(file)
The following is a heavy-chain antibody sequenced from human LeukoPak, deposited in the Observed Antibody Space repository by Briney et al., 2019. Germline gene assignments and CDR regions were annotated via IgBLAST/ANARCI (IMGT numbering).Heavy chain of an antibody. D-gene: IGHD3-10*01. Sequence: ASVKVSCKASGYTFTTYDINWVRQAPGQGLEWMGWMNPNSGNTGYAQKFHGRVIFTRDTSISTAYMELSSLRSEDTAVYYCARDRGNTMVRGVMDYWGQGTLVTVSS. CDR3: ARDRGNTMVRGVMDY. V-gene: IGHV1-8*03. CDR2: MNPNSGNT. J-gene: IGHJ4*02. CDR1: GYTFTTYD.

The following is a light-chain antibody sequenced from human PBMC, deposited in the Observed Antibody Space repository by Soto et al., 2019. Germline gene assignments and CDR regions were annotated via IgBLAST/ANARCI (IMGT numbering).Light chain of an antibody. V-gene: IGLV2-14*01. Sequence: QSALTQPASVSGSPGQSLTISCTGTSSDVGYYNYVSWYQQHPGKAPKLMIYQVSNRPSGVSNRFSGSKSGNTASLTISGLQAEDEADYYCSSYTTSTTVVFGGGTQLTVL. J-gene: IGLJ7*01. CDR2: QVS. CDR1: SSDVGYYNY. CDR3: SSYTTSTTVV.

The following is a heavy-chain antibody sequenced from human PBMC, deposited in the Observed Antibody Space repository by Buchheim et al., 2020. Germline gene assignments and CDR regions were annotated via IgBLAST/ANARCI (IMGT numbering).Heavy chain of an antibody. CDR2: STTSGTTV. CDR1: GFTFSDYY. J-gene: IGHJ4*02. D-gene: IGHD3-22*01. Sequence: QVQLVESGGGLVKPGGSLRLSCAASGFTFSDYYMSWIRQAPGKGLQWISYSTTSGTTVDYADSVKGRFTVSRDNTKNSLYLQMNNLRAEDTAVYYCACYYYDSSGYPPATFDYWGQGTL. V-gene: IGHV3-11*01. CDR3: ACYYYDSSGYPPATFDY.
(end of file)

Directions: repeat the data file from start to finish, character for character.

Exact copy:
The following is a heavy-chain antibody sequenced from human LeukoPak, deposited in the Observed Antibody Space repository by Briney et al., 2019. Germline gene assignments and CDR regions were annotated via IgBLAST/ANARCI (IMGT numbering).Heavy chain of an antibody. D-gene: IGHD3-10*01. Sequence: ASVKVSCKASGYTFTTYDINWVRQAPGQGLEWMGWMNPNSGNTGYAQKFHGRVIFTRDTSISTAYMELSSLRSEDTAVYYCARDRGNTMVRGVMDYWGQGTLVTVSS. CDR3: ARDRGNTMVRGVMDY. V-gene: IGHV1-8*03. CDR2: MNPNSGNT. J-gene: IGHJ4*02. CDR1: GYTFTTYD.

The following is a light-chain antibody sequenced from human PBMC, deposited in the Observed Antibody Space repository by Soto et al., 2019. Germline gene assignments and CDR regions were annotated via IgBLAST/ANARCI (IMGT numbering).Light chain of an antibody. V-gene: IGLV2-14*01. Sequence: QSALTQPASVSGSPGQSLTISCTGTSSDVGYYNYVSWYQQHPGKAPKLMIYQVSNRPSGVSNRFSGSKSGNTASLTISGLQAEDEADYYCSSYTTSTTVVFGGGTQLTVL. J-gene: IGLJ7*01. CDR2: QVS. CDR1: SSDVGYYNY. CDR3: SSYTTSTTVV.

The following is a heavy-chain antibody sequenced from human PBMC, deposited in the Observed Antibody Space repository by Buchheim et al., 2020. Germline gene assignments and CDR regions were annotated via IgBLAST/ANARCI (IMGT numbering).Heavy chain of an antibody. CDR2: STTSGTTV. CDR1: GFTFSDYY. J-gene: IGHJ4*02. D-gene: IGHD3-22*01. Sequence: QVQLVESGGGLVKPGGSLRLSCAASGFTFSDYYMSWIRQAPGKGLQWISYSTTSGTTVDYADSVKGRFTVSRDNTKNSLYLQMNNLRAEDTAVYYCACYYYDSSGYPPATFDYWGQGTL. V-gene: IGHV3-11*01. CDR3: ACYYYDSSGYPPATFDY.